A 12 year veteran, Steve Smith is known for his fiery nature and unmatched competitiveness …. sounds like a perfect fit for the Baltimore Ravens to me.
Better yet, Smith fills the Ravens need for a dependable wide receiver capable of winning at the line of scrimmage on quick to intermediate routes. Let’s look at how Smith schooled young Janoris Jenkins on an inside slant proving he still has the ability to gain separation at the line of scrimmage.
It is one thing to beat a defender on a slant route who is playing straight up coverage and it is another thing to beat a corner on a slant route who is playing inside technique to prevent that exact route. That’s exactly what Smith did to Jenkins on this play with a quick outside move and rip across. Once he had inside separation, Smith showed his relentlessness and strength by stepping through a tackle and getting to the 1st yard line.
That is exactly the type of play Baltimore needed last year. They had Torrey Smith to take the top of a defense but lacked anyone who could operate underneath on short to intermediate routes. Smith will bring that and provide some veteran leadership for a team that looked to be feeling the effects of Ray Lewis’ departure last year.
Darren Sproles to the Eagles. 3 years, $10.5 Million
When Darren Sproles signed with the Saints in 2011 it was a match made in heaven. The league’s ultimate mismatch joining forces with the leagues most creative offense. Fast forward three years and it is exactly the same story except the league’s most creative offense isn’t Sean Payton’s Saints it’s Chip Kelly’s Eagles.
Big Balls Chip’s hyper tempo offense is perfect match for Sproles because it focuses on putting players in space, which is exactly where Sproles thrives. Kelly’s offense will be able to maximize Sproles’ natural ability to make defenders miss by utilizing him in a variety of ways including screens and zone reads.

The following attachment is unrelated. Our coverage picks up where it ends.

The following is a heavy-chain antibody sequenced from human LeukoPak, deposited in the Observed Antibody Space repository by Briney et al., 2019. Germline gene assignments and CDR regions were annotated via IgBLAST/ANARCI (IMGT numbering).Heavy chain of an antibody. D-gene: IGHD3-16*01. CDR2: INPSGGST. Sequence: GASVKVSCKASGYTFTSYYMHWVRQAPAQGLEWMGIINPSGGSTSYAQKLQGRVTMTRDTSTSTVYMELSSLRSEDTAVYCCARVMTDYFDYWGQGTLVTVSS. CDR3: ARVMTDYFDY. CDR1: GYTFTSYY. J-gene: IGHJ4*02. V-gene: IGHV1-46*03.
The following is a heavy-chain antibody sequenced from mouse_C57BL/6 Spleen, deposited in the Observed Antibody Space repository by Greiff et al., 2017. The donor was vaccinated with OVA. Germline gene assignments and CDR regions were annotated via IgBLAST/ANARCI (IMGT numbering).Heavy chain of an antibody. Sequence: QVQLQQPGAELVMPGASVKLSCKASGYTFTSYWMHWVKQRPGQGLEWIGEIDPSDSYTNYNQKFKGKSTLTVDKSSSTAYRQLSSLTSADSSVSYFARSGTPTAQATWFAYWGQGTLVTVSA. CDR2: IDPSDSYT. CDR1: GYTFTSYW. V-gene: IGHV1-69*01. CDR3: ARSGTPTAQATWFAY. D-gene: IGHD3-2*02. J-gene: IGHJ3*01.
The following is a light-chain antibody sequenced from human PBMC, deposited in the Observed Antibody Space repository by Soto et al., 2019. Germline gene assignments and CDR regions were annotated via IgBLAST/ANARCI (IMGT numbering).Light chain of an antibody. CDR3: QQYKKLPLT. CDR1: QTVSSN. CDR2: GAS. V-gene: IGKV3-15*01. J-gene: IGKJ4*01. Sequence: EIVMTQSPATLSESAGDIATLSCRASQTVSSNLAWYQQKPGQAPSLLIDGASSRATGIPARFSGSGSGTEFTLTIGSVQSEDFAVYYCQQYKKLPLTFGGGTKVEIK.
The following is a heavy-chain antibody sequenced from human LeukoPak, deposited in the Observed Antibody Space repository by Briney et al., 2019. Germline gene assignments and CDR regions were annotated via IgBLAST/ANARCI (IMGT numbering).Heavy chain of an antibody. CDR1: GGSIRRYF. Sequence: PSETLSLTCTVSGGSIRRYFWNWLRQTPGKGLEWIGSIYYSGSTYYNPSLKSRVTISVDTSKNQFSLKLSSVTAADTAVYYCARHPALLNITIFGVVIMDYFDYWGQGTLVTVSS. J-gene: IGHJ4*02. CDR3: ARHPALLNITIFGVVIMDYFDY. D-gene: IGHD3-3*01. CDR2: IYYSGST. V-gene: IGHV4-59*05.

To think that another dynamic playmaker joined an already lethal Eagles’ offense is bordering on unfair. The thought of trying to contain a lineup of McCoy, Jackson, Maclin and Sproles must be a current nightmare for defensive coordinators around the NFL.
Before I get ahead of myself let’s look at an example of how Sproles uses his speed and agility to make the most out of opportunities in the open field.
Now this play isn’t special by Sproles’ standards but it shows that given some daylight he can still make defenses pay. The most impressive thing on this play is how he sets up his blockers— cutting outside before ‘S’ curving through the defense—then bursts through the crease for a first down.
While screens like this will be a crucial part of what Sproles brings to the Eagles, his real value is his versatility. He can easily line up in the backfield, out wide or in the slot and with Kelly’s no huddle he will provide multiple looks out of the same personnel.
In the end these three signings might not have the same impact that Eric Decker and his $56 million contract did, or even Golden Tate’s $31 million dollar deal, but they provide value.
This value comes in handy as every team must be able to decide where to invest their limited resources. Instead of paying Decker, the Colts were able to add a comparable Nicks as well as two big defensive players in Arthur Jones and D’Qwell Jackson.
The same is true for Baltimore and Philadelphia as well. The Ravens were able to add Steve Smith despite having resigned Dennis Pitta. The Eagles were able to take a flier, Darren Sproles, and still resign Riley Cooper and Jeremy Maclin.
That is more or less what these deals represent: low risk high reward. Yes these players come with their limitations. Steve Smith and Darren Sporles are smaller speed reliant players on the wrong side of 30 and Hakeem Nicks has never stayed healthy enough to play a full 16 games in a season. But these teams invested relatively little in what could be impact players that take them to the next level, which is great business in the hyper competitive NFL.